Ozymandias.ppt by Nikhil Aneja


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"Ozymandias"is a sonnet by Percy Bysshe Shelley, published in 1818 in the 11 January issue of The Examiner in London. It is frequently anthologised and is probably Shelley's most famous short poem. It was written in competition with his friend Horace Smith.

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Ozymandias.ppt by Nikhil Aneja

  1. 1.  Born: 4 August 1792 Field Place, Horsham, England Died: 8 July 1822 (aged 29) Viareggio, Grand Duchy of Tuscany Occupation: Poet, Dramatist, Essayist, Novelist
  2. 2.  Written on December 1817 published in 1818 in the January 11 issue of The Examiner In London frequently anthologised and probably Shelleys most famous short poem written in competition with his friend HoraceSmith, who wrote another sonnetentitled “Ozymandias”
  3. 3.  The title of the poem informs the reader that the subject is the 13th- century B.C. Egyptian King Ramses II, whom the Greeks called “Ozymandias.” The speaker in the poem states that he met a traveler who had been to “an antique land.”-Egypt The traveler told him that he had seen a vast but ruined statue that lay broken and eroded in the desert ,where only the legs remained standing .The face was sunk in the sand, frowning and sneering.
  4. 4.  The traveler describes The great work of the sculptor, who was able to capture the king’s “passions” and give meaningful expression to the stone, an otherwise “lifeless thing.” The “mocking hand” in line 8 is that of the sculptor, who had the artistic ability to “mock” (that is, both imitate and deride) the passions of the king. The “heart” is first of all the king’s, which “fed” the sculptor’s passions, and in turn the sculptor’s, sympathetically recapturing the king’s passions in the stone.
  5. 5.  The final five lines mock the inscription hammered into the pedestal of the statue. The original inscription read “Iam Ozymandias, King of Kings; if anyone wishes to know what I am and where I lie, let him surpass me in some of my exploits.” The idea was that he was too powerful for even the common king to relate to him; even a mighty king should despair at matching his power. That principle may well remain valid, but it is under cut by the plain fact that even an empire is a human creation that will one day pass away.
  6. 6.  The statue and surrounding desert constitute a metaphor for invented power in the face of natural power. By Shelley’s time, nothing remains but a shattered bust, eroded “visage,” and “trunkless legs” surrounded with “nothing” but “level sands” that “stretch far away.” Shelley thus points out human mortality and the fate of artificial things.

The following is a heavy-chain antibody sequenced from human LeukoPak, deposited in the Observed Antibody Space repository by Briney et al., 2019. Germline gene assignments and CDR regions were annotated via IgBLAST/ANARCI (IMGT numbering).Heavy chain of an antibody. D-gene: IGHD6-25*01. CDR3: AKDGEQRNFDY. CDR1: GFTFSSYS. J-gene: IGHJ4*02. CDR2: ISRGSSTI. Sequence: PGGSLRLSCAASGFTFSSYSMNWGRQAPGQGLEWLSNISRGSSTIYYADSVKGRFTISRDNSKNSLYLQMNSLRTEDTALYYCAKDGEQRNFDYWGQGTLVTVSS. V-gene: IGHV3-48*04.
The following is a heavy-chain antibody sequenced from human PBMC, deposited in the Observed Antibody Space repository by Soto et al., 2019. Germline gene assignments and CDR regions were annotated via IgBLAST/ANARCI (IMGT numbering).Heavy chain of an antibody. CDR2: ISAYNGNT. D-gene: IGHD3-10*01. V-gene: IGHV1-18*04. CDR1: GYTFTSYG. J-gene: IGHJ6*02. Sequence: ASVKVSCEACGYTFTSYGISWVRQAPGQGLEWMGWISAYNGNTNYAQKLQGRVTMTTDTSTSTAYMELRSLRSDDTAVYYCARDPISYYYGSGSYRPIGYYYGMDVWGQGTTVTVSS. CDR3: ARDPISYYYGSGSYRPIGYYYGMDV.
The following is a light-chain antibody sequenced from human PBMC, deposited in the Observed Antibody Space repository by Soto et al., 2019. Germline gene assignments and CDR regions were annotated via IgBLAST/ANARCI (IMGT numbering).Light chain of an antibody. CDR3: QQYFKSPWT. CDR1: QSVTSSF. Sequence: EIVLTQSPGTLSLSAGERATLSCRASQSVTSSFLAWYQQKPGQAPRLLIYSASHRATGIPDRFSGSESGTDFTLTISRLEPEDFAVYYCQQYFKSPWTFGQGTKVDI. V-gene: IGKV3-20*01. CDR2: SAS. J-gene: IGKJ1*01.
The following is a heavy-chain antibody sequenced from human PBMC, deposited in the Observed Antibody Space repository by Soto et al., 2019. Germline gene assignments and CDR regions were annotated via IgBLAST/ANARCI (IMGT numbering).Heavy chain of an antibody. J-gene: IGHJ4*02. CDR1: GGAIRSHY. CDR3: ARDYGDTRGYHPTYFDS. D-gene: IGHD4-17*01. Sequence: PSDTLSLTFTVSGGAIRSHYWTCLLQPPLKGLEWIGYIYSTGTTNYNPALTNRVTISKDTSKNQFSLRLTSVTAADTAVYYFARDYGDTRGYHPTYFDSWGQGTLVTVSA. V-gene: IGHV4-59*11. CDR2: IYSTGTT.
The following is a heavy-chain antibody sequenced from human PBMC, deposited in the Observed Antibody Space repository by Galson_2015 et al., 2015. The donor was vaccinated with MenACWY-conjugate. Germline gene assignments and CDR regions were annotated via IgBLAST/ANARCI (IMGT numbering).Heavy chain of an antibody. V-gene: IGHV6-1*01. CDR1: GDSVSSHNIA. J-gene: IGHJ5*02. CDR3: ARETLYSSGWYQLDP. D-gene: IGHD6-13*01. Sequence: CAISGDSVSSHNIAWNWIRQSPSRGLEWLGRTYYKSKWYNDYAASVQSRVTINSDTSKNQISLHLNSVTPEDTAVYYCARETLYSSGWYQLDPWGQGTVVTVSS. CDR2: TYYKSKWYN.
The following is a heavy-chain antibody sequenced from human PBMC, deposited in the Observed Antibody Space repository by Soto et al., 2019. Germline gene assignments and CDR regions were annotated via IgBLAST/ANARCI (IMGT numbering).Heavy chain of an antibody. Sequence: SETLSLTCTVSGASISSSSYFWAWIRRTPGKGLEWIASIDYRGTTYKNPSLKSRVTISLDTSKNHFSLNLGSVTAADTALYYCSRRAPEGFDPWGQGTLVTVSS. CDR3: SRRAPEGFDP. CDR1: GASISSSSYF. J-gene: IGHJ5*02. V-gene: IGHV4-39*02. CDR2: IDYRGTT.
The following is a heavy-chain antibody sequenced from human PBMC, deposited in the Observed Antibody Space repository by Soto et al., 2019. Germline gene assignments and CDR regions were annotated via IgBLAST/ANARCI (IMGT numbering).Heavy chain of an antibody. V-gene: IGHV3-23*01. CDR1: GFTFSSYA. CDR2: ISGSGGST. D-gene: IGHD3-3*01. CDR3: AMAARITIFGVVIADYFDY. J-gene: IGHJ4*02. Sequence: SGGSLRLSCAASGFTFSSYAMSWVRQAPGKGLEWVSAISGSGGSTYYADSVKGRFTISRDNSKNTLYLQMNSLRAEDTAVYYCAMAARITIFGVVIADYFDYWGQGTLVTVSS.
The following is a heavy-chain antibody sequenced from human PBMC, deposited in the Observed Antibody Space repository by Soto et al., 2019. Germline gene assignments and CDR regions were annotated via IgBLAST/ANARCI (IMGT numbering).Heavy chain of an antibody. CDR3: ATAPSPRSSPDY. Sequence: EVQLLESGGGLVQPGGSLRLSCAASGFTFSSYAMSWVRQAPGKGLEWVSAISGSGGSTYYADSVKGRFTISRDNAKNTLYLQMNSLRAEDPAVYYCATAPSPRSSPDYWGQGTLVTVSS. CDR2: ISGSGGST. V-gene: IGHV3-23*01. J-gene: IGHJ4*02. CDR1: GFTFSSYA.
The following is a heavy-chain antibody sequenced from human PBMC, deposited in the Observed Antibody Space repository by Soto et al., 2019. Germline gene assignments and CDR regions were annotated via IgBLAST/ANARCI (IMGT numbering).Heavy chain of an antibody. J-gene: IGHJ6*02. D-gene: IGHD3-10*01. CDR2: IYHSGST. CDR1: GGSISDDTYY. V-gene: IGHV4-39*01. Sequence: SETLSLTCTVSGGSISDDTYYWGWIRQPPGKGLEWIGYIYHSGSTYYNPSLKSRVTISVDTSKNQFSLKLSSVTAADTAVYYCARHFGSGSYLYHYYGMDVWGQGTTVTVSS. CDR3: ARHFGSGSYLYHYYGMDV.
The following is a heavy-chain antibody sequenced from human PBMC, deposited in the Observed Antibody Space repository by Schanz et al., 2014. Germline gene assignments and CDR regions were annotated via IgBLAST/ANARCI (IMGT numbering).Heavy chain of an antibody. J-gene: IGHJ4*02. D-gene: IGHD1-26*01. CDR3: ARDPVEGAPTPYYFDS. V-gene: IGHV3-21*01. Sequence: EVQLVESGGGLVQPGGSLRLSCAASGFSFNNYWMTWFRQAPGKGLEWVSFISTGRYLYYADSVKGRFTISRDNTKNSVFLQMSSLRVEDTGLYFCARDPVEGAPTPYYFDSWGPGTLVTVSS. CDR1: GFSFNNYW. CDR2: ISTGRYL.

7. 7. • Vast- Big.• Boundless- Infinite or vast.• Trunkless- You only have legs and you have no body.• Visage- The face, usally with reference to shape, features, expression, etc.• Colosal- Extraordinarily great in size, extent, or degree; gigantic; huge.
  8. 8. • Despair- Loss of hope; hopelessness.• Mocked- To mimic, as in sport or derision.• Pedestal- An architectural support of a column, statue, vase, or the like.• Sculptor- A person who practices the art of sculpter.• Sneer- To speak or write in a manner expressive of derision or scorn.• Remains- To be reserved or in store.• Decay- To rot.• Passions- A powerful emotion, such as love, joy, hatred, or anger.
  9. 9. • Antique- Ancient.• Command- To issue an order or orders.• Shattered- To cause to break or burst suddenly into pieces, as with violent blow.• Mighty- Of great size; huge: a mighty oak.
  10. 10. The speaker describes a meeting with someone who has traveled to a place where ancient civilizations once existed. We know from the title that he’s talking about Egypt. The traveler told the speaker a story about an old, fragmented statue in the middle of the desert. The statue is broken apart, but you can still make out the face of a person. The face looks stern and powerful, like a ruler. The sculptor did a good job at expressing the ruler’s personality. The ruler was a wicked guy, but he took care of his people. On the pedestal near the face, the traveler reads an inscription in which the ruler Ozymandias tells anyone who might happen to pass by, basically, “Look around and see how awesome I am!” But there is no other evidence of his awesomeness in the vicinity of his giant, broken statue. There is just a lot of sand, as far as the eye can see. The traveler ends his story.
  11. 11. • Inevitability of the declines of leader and empire.• Human mortality and fate of artificial.